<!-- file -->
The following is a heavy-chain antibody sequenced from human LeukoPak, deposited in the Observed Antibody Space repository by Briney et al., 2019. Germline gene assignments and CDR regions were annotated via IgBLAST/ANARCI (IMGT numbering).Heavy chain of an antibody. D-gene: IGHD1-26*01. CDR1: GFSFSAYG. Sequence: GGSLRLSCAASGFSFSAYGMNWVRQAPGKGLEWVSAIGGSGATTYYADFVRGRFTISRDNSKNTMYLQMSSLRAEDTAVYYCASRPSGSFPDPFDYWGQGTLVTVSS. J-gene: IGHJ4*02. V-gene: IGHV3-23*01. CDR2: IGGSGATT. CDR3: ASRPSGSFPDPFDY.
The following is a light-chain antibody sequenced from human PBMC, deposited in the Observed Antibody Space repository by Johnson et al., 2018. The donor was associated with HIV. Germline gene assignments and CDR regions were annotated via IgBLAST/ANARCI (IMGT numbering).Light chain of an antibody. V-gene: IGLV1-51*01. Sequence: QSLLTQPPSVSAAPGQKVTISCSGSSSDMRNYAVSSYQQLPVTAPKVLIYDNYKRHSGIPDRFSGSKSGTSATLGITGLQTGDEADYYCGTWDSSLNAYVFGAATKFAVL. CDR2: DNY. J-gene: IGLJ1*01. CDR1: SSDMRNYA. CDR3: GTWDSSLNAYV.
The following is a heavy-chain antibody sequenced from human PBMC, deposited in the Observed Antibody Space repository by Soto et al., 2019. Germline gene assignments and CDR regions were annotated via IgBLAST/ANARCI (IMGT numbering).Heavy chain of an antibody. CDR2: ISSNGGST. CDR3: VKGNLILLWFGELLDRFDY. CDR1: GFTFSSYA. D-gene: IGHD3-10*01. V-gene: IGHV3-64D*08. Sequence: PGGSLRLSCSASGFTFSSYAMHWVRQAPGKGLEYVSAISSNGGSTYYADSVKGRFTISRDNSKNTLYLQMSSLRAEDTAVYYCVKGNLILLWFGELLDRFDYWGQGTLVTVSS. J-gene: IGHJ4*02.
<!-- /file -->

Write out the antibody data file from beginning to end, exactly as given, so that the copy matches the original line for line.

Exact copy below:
The following is a heavy-chain antibody sequenced from human LeukoPak, deposited in the Observed Antibody Space repository by Briney et al., 2019. Germline gene assignments and CDR regions were annotated via IgBLAST/ANARCI (IMGT numbering).Heavy chain of an antibody. D-gene: IGHD1-26*01. CDR1: GFSFSAYG. Sequence: GGSLRLSCAASGFSFSAYGMNWVRQAPGKGLEWVSAIGGSGATTYYADFVRGRFTISRDNSKNTMYLQMSSLRAEDTAVYYCASRPSGSFPDPFDYWGQGTLVTVSS. J-gene: IGHJ4*02. V-gene: IGHV3-23*01. CDR2: IGGSGATT. CDR3: ASRPSGSFPDPFDY.
The following is a light-chain antibody sequenced from human PBMC, deposited in the Observed Antibody Space repository by Johnson et al., 2018. The donor was associated with HIV. Germline gene assignments and CDR regions were annotated via IgBLAST/ANARCI (IMGT numbering).Light chain of an antibody. V-gene: IGLV1-51*01. Sequence: QSLLTQPPSVSAAPGQKVTISCSGSSSDMRNYAVSSYQQLPVTAPKVLIYDNYKRHSGIPDRFSGSKSGTSATLGITGLQTGDEADYYCGTWDSSLNAYVFGAATKFAVL. CDR2: DNY. J-gene: IGLJ1*01. CDR1: SSDMRNYA. CDR3: GTWDSSLNAYV.
The following is a heavy-chain antibody sequenced from human PBMC, deposited in the Observed Antibody Space repository by Soto et al., 2019. Germline gene assignments and CDR regions were annotated via IgBLAST/ANARCI (IMGT numbering).Heavy chain of an antibody. CDR2: ISSNGGST. CDR3: VKGNLILLWFGELLDRFDY. CDR1: GFTFSSYA. D-gene: IGHD3-10*01. V-gene: IGHV3-64D*08. Sequence: PGGSLRLSCSASGFTFSSYAMHWVRQAPGKGLEYVSAISSNGGSTYYADSVKGRFTISRDNSKNTLYLQMSSLRAEDTAVYYCVKGNLILLWFGELLDRFDYWGQGTLVTVSS. J-gene: IGHJ4*02.